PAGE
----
Defining Moments in Time | HPPR

Hello, Radio Readers; this is Kim Perez, and I am coming to you from Hays with a Book Byte for HPPR. The discussion this month centers around the three-book series, March, by John Lewis, Andrew Aydin, and Nate Powell. This series tell the story of critical moments of activism during the Civil Rights Movement from the perspective of one person who participated in them, Congressman John Lewis.

Book One is about Lewis’s formative years and his participation in the Nashville Student Movement that staged lunch-counter sit-ins at downtown Nashville stores in an effort to desegregate the lunch counters. Book Two picks up where Book One left off with the lunch counter protests and continues with the efforts of the Freedom Riders to bring attention to the imposed segregated seating on busses in the south, the March on Washington in 1963, and ends with the Sixteenth Street Baptist Church Bombing by white supremacists, that took the lives of four young innocent girls. Book Three finished this remarkable journey through the Civil Rights Movement and recounts the efforts to register Black voters in the south, the March on Selma, and culminated with the signing of the 1965 Voting Rights Act.

These books are an important retelling of a powerful moment in time. There is so much history here and it is recounted through words and images that strikingly captures the struggle and emotion in a way that a traditional history book cannot. And despite the abundance of important history in these books, I kept returning to the opening pages of Book One about Lewis’s early life on his family farm….and his love of chickens. Yes, you heard right….chickens.

Apparently, Lewis loved to talk about his chickens and if you look up a picture of him in his congressional office, he had chicken figurines on walls and tables. He explains in the book that as a child his parents gave him the task of caring for the family chicken and he quickly developed a deep love and compassion for his flock. He talked to them, named them, befriended them, cared for them, preached to them, and even gave them formal funerals and eulogized them. While he was a farm kid and realized that the family livestock were also their source of food, he avoided in silent protest meals in which one of his beloved chickens was served; this act of quiet defiance was his first act of non-violent protest, which became a defining characteristic of the Civil Rights Movements.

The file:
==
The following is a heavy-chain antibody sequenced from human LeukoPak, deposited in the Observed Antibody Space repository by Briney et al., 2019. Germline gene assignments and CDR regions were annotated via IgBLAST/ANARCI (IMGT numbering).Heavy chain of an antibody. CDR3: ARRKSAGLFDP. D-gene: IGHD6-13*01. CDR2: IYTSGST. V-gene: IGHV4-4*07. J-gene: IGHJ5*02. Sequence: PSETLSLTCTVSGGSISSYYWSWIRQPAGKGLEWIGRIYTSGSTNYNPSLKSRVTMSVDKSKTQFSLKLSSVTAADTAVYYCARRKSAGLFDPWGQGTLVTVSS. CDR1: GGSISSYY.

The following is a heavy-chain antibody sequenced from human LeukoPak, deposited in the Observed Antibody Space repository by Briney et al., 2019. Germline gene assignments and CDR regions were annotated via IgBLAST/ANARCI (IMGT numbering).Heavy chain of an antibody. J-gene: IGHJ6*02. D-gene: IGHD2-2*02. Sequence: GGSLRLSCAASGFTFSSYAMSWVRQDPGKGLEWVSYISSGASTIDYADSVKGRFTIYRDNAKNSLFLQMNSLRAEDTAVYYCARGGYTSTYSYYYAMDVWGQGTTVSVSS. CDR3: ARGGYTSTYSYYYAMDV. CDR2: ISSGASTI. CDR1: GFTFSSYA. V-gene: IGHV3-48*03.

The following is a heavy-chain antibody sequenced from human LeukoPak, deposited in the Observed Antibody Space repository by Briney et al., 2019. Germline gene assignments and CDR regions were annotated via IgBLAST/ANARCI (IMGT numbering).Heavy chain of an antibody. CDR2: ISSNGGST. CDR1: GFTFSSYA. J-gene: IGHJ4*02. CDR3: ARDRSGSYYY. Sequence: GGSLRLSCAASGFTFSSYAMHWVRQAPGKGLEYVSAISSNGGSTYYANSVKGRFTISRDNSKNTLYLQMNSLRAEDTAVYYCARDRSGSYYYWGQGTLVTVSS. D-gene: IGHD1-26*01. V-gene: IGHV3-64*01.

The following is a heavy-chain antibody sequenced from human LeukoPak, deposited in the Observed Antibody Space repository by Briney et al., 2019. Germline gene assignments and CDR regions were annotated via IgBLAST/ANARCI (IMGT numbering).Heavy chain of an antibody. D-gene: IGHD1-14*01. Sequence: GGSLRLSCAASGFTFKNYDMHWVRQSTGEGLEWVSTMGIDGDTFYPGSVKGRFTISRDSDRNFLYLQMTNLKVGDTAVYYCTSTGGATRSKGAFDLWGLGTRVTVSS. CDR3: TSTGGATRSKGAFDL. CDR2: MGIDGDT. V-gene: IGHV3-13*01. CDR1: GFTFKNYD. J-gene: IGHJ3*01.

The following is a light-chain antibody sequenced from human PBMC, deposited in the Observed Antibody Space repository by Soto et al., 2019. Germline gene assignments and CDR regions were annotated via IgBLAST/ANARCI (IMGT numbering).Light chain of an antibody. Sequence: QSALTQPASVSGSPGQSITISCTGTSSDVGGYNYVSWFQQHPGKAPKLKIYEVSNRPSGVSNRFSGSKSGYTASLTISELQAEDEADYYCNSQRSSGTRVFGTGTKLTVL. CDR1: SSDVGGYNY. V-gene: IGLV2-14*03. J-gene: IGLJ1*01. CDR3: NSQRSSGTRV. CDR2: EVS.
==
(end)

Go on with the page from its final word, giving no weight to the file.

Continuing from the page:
He admitted that he didn’t have the same affection for other animals on the farm—so why did he care so much for his chickens? Perhaps it was because he was given responsibility for their well-being? Or have I recognized that they were fellow beings that deserved compassion? He later accepts that their eventual death of him was a part of the cycle of life, but I ca n’t help but think that this deep compassion for his fellow feathered beings must have influenced his desire for him to fight for justice for his human fellows. To have compassion requires empathy. And there is research that demonstrates a link between empathy and activism. In children’s environmental literature, often the animals are anthropomorphized because extending empathy and compassion is easier when you can see similarities. Historically, Africans and African Americans have been dehumanized for a long time because it was easier to possess and harm something that is considered inferior. But one of the fundamental principles that the freedom fighters learned was to remind their attackers of their shared humanity, with the hope that the attackers would extend empathy and compassion. Lewis’s extreme compassion for his avian flock ensured that he was the perfect person to lead the march toward freedom, justice, and equality. And these books will inspire others to follow him in his footsteps.

Thanks for listening. This is Kim Perez, and you are listening to the High Plains Public Radio’s Radio Reader’s Book Club.

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